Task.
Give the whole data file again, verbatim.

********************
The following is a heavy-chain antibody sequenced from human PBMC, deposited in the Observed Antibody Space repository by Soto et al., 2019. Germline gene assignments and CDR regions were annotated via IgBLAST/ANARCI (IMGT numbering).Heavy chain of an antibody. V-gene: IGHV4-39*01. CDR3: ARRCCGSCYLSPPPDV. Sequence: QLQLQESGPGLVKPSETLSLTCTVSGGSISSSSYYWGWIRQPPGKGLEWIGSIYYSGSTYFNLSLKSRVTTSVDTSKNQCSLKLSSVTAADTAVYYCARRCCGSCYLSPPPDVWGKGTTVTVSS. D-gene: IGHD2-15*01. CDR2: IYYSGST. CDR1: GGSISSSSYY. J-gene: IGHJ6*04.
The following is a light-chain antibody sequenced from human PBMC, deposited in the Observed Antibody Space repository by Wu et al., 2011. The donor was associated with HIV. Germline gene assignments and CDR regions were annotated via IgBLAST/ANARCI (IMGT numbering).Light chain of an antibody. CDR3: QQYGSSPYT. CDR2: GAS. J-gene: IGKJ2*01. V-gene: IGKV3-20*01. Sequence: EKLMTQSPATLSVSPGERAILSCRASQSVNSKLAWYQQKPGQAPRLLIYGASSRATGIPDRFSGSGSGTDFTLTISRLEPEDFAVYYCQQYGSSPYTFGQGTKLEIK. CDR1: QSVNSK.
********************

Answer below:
The following is a heavy-chain antibody sequenced from human PBMC, deposited in the Observed Antibody Space repository by Soto et al., 2019. Germline gene assignments and CDR regions were annotated via IgBLAST/ANARCI (IMGT numbering).Heavy chain of an antibody. V-gene: IGHV4-39*01. CDR3: ARRCCGSCYLSPPPDV. Sequence: QLQLQESGPGLVKPSETLSLTCTVSGGSISSSSYYWGWIRQPPGKGLEWIGSIYYSGSTYFNLSLKSRVTTSVDTSKNQCSLKLSSVTAADTAVYYCARRCCGSCYLSPPPDVWGKGTTVTVSS. D-gene: IGHD2-15*01. CDR2: IYYSGST. CDR1: GGSISSSSYY. J-gene: IGHJ6*04.
The following is a light-chain antibody sequenced from human PBMC, deposited in the Observed Antibody Space repository by Wu et al., 2011. The donor was associated with HIV. Germline gene assignments and CDR regions were annotated via IgBLAST/ANARCI (IMGT numbering).Light chain of an antibody. CDR3: QQYGSSPYT. CDR2: GAS. J-gene: IGKJ2*01. V-gene: IGKV3-20*01. Sequence: EKLMTQSPATLSVSPGERAILSCRASQSVNSKLAWYQQKPGQAPRLLIYGASSRATGIPDRFSGSGSGTDFTLTISRLEPEDFAVYYCQQYGSSPYTFGQGTKLEIK. CDR1: QSVNSK.